U.S.-Afghan Women’s Council Lunch With Hillary Clinton and Laura Bush
Honorees, distinguished guests, journalists and friends crowded inside the Benjamin Franklin room at the State Department on March 21 to congratulate the members of the U.S.-Afghan Women’s Council on the 10th anniversary of supporting the women of Afghanistan.
Founded in 2002 by President George W. Bush and Afghanistan President Hamid Karzai, the council connects both U.S. and Afghan governments with the private sector, academia and non-governmental organizations to identify needs and to develop and implement initiatives to support Afghan women and girls. The council is based at Georgetown University.
“There is an Afghan proverb: A good year is determined by its spring. I think that is a worthy proverb to keep in mind, and indeed it is a call to action for us to be sure that the spring sets the pace for the kind of good year we hope to see in Afghanistan,” Secretary of State Hillary Clinton said. “Let there be no doubt that even as the U.S. role in Afghanistan changes during the next few years of transition, we will continue to stand with and work closely with Afghan women.”
“Some may wonder if these efforts and partnerships truly make a difference,” said Zala Ahmad, a student from rural Afghanistan who now studies at Brandeis University in Massachusetts thanks to the council. “I can tell you firsthand that they do.”
While toasting the council with red glasses of hibiscus tea, dining on endive salads and Atlantic cod, and treating tastebuds to the sweet dessert served, a passion fruit clafouti, guests listened to Clinton, former First Lady Laura Bush, John DeGioia, president of Georgetown University, Ambassador-at-Large for Global Women’s Issues Melanne Verveer and several other speakers from Afghanistan involved with the council share stories and the astronomical differences in percentages of Afghan females now attending schools and even holding prominent positions.
“Girls make up about 40 percent of the nearly 8 million children going to school in Afghanistan today,” Foreign Minister of the Islamic Republic of Afghanistan Zalmai Rassoul said. “In 2000, there were no girls at that time.” He also noted that 30 percent of school teachers and 15 percent of university teachers are women. Today, 24 percent of doctors and medical workers across Afghanistan are women.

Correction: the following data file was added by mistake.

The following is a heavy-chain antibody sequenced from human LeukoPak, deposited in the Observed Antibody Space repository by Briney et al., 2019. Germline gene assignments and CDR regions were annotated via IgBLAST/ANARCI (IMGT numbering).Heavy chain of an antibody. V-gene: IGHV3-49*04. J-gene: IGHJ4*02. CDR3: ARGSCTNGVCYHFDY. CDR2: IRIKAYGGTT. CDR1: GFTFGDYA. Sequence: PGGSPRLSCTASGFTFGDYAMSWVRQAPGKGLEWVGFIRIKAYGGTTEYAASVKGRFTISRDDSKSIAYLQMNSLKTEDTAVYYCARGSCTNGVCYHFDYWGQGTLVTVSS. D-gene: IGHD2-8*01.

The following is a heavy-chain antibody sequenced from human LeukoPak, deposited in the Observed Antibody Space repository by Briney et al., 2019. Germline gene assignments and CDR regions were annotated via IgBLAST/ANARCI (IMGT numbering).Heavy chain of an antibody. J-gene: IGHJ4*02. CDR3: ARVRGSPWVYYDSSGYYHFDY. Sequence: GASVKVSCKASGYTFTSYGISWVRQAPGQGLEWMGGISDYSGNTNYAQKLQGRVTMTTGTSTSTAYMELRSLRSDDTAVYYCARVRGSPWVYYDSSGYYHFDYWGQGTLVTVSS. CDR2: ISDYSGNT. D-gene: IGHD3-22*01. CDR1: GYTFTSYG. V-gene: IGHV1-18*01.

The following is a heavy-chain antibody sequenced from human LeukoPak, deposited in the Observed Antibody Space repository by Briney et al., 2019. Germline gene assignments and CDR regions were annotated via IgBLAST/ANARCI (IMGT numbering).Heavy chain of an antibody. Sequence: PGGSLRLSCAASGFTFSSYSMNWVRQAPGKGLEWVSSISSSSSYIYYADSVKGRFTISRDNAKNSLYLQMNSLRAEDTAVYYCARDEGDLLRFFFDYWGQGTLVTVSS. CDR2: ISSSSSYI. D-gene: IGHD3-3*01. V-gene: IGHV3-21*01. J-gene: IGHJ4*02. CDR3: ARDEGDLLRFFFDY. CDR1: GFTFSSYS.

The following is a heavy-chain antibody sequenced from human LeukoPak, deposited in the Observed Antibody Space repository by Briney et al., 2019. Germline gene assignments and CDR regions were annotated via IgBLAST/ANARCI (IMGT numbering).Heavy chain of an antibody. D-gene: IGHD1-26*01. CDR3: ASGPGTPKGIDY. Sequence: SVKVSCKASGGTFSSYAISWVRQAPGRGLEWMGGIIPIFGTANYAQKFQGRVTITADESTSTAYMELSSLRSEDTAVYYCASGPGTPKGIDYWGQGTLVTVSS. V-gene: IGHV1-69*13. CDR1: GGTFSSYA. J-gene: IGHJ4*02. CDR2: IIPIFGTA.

Even with these positive numbers, he said Afghan women continue to be innocent victims, but the council has helped give them their opportunity back.
“God created a couple,” said Vartan Gregorian, president of Carnegie Corporation of New York. “He did not create men first, women second. He created a couple at the same time. So, there is no way half of the couple can be inferior to the other half of the couple.”
After several rounds of applause credited to the amount of effort and success that has gone in to the council, both Clinton and Bush were presented awards for their dedication by Georgetown University. Clinton was given the Caring for Children Lifetime Achievement Award from the Center for Child and Human Development by DeGioia, who teased that Clinton has been fighting for the rights of women and children since she wrote her scholarly article in 1973 for the Harvard Educational Review. Bush received the Champion for Afghan Women Award from Verveer, who said Bush “led by example, mobilizing resources to ensure that Afghan women and girls gain skills, opportunities, and particularly the education that they were denied under the years of Taliban repression.”
When the luncheon was finished, Verveer said the program was over but the journey to continue fighting for the rights of Afghan women is not. “We hope that we will all continue to work together,” she said.